Byron runs and books The Grove stage at Shambhala, as well as producing / promoting other events [including the awesome Kamp Festival] and he dj's as Footprints. Naasko and Andrew spent some time with Byron and asked him a few questions...
The Grove at Shambhala is an exciting addition to an already incredible festival - what is the overall creative vision behind the stage, and how is it different from the other stages?
Our creative vision comes from the gnomes, caretakers of the earth. Our plan is to fully restore the forest, and create a lush inspiring setting filled with plant life, gardens, tree houses and waterfalls. Every stage at Shambhala has it's own vibe and design - that's what makes it so special. We are lucky enough to hold the most territory on the ranch, which allows us to design many different areas for each element of festival culture.
On the music front, you've put together another top notch line up for the Grove this year. What went into curating the music programming? What are you most stoked for this year?
To be honest, a lot of the music is what I've been playing out for the past year or 2. It's like going shopping for my favourite music…but to perform on a stage we built. Quite surreal. I'm most stoked for Bonobo, the return of Tipper, Rising Appalachia and a lot of the deep stuff - Leon Switch, Synkro, Biome, Jafu.
There's obviously a lot more to the Grove besides just the music - what else does this zone feature?
The Grove hosts 2 music stages, a tea lounge, art gallery, day time workshops, art installations and gnomes.
You've recently sparked a new festival this summer called Kamp. What sets this event apart from many of the other summer festivals in BC?
Kamp Festival has a bit of a different concept from most music festivals. We are essentially recreating the summer camp experience, for adults.. And incorporating our festival culture and values through music, art, and performance. Day time is loaded with recreation, education, workshops and games. At night we have an amazing music line up, art gallery with live painters, and Kampers market featuring local foods and artisan goods. The festival is being produced by a lot of the Grove team - I'm very excited to see where the concept takes us.
What got you into DJ'ing initially and when did you decide to start producing events?
I first started going to raves in the late 90s early 2000s. The underground culture captivated me and I admired the art of sharing music. I produced my first event in Winnipeg in 2003. Two years later, I decided to move to the Kootenays and study Event Management at College of the Rockies. I started AreaOne Events in 2005 and haven't looked back.
You've been a promoter for many years and have produced countless shows around the area and coordinated tours with several notable world class acts, particularly in the breaks, glitch hop and bass scene - what are some of the highlights?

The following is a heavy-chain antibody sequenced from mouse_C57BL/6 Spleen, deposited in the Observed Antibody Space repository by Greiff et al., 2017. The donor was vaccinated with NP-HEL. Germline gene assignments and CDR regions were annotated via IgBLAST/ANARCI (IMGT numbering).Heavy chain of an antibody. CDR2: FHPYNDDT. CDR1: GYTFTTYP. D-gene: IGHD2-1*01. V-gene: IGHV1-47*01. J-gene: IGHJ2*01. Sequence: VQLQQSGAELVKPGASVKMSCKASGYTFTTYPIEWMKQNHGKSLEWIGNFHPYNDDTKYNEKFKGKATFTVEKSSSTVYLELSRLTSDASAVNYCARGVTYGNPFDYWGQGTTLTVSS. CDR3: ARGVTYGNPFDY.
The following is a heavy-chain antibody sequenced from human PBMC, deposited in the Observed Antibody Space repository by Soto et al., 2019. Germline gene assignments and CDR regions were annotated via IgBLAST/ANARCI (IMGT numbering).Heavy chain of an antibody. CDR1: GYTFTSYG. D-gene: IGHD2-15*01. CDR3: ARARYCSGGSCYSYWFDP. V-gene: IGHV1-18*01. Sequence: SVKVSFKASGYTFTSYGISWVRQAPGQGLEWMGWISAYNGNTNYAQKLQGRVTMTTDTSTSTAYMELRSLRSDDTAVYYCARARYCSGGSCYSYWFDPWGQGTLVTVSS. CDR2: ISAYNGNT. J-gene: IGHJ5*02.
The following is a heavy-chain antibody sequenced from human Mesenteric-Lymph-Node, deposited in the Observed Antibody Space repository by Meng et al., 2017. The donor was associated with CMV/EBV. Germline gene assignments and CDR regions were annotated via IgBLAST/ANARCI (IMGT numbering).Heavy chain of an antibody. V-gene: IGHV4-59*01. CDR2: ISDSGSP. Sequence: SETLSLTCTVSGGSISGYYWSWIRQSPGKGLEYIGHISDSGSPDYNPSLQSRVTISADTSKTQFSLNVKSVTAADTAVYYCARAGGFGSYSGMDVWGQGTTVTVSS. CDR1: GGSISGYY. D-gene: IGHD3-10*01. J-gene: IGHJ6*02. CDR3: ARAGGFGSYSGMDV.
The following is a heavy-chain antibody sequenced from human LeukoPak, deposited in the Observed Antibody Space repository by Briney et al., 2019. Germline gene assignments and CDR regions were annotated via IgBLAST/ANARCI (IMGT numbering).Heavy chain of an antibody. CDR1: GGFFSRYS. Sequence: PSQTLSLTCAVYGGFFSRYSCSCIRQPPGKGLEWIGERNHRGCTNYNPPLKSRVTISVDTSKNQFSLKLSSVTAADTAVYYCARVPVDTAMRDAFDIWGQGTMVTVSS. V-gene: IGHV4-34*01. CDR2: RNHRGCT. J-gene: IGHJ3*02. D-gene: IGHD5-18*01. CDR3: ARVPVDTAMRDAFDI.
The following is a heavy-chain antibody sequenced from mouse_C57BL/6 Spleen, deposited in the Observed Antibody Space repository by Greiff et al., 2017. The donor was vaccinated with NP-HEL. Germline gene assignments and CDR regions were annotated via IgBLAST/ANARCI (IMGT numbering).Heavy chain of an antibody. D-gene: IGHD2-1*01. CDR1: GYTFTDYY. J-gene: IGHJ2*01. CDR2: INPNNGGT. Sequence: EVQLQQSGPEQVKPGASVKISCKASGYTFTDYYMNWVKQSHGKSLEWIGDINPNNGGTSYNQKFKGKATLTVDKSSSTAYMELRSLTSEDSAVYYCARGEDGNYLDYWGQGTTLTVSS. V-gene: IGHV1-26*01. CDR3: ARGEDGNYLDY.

There have been many highlights over the years for different reasons - all appropriate for their time. Renegade bush party with Krafty Kuts… Dub FX first performance in Canada… My 30th birthday full moon... Recently I did a tour of Western Canada with Opiuo. We sold out 9/10 shows across BC and Alberta and had some epic times.
What is the most amusing rider request you’ve had to deal with?
Skratch Bastid has a pack of Tropical Skittles in his rider. I've also had 1 x 32oz jar of Claussen Kosher Dill Pickles, and... "In the event of a riot or civil disorder, which jeopardizes the safety of the artists, the artists management may cancel the event with no prejudice to the payment in full".
What do you do to chill out?
I'm not sure if I do chill out much really… I mean, I'm pretty chill. But if I have free time i'm usually out hiking, or biking or doing something outdoors.
For people who haven’t been fortunate enough to visit BC yet can you list 5 places / things to do that they check out?
BC is the land of local secrets. I would definitely explore the coast and check out some of the Gulf Islands. Vancouver and Victoria are hotspots for music and entertainment. For myself - I love the outdoors. So moving inland is definitely where it's at. Mountains, lakes, rivers, trails, hot springs, wildlife. There's so much to see. But definitely don't try skiing at Whitewater, that place is terrible.
Nelson and Shambhala are in the Kootenay region - what makes this area special?
The people. The mountains. The music. There's so much.
Where are you headed with music and events?
In between all my projects, I do plan to put more focus on my own music. But I foresee that more as a hobby. I'm very happy where I'm at with the events I'm working on. Shambhala is opening a new club this summer that will give new opportunity in Nelson. Very excited to help build on our already healthy music community in the Kootenays.
For more about Byron, AreaOne Events, Kamp and the Grove stage visit: